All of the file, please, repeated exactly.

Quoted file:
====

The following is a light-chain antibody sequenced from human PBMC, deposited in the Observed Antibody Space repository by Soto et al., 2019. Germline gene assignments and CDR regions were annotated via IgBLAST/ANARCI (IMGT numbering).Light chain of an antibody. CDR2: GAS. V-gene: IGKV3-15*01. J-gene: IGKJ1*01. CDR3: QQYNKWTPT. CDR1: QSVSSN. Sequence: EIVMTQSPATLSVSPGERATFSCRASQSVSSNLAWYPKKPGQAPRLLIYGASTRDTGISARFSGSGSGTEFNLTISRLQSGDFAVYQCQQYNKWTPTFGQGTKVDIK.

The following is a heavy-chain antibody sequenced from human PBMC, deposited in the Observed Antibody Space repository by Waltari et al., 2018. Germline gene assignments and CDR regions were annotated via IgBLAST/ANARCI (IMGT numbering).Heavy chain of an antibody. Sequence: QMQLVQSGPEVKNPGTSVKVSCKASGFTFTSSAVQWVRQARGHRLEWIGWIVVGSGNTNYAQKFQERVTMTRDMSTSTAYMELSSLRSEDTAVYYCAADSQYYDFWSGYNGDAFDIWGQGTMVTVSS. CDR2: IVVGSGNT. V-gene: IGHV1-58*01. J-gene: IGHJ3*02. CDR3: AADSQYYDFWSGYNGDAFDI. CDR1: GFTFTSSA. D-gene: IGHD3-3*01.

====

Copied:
The following is a light-chain antibody sequenced from human PBMC, deposited in the Observed Antibody Space repository by Soto et al., 2019. Germline gene assignments and CDR regions were annotated via IgBLAST/ANARCI (IMGT numbering).Light chain of an antibody. CDR2: GAS. V-gene: IGKV3-15*01. J-gene: IGKJ1*01. CDR3: QQYNKWTPT. CDR1: QSVSSN. Sequence: EIVMTQSPATLSVSPGERATFSCRASQSVSSNLAWYPKKPGQAPRLLIYGASTRDTGISARFSGSGSGTEFNLTISRLQSGDFAVYQCQQYNKWTPTFGQGTKVDIK.

The following is a heavy-chain antibody sequenced from human PBMC, deposited in the Observed Antibody Space repository by Waltari et al., 2018. Germline gene assignments and CDR regions were annotated via IgBLAST/ANARCI (IMGT numbering).Heavy chain of an antibody. Sequence: QMQLVQSGPEVKNPGTSVKVSCKASGFTFTSSAVQWVRQARGHRLEWIGWIVVGSGNTNYAQKFQERVTMTRDMSTSTAYMELSSLRSEDTAVYYCAADSQYYDFWSGYNGDAFDIWGQGTMVTVSS. CDR2: IVVGSGNT. V-gene: IGHV1-58*01. J-gene: IGHJ3*02. CDR3: AADSQYYDFWSGYNGDAFDI. CDR1: GFTFTSSA. D-gene: IGHD3-3*01.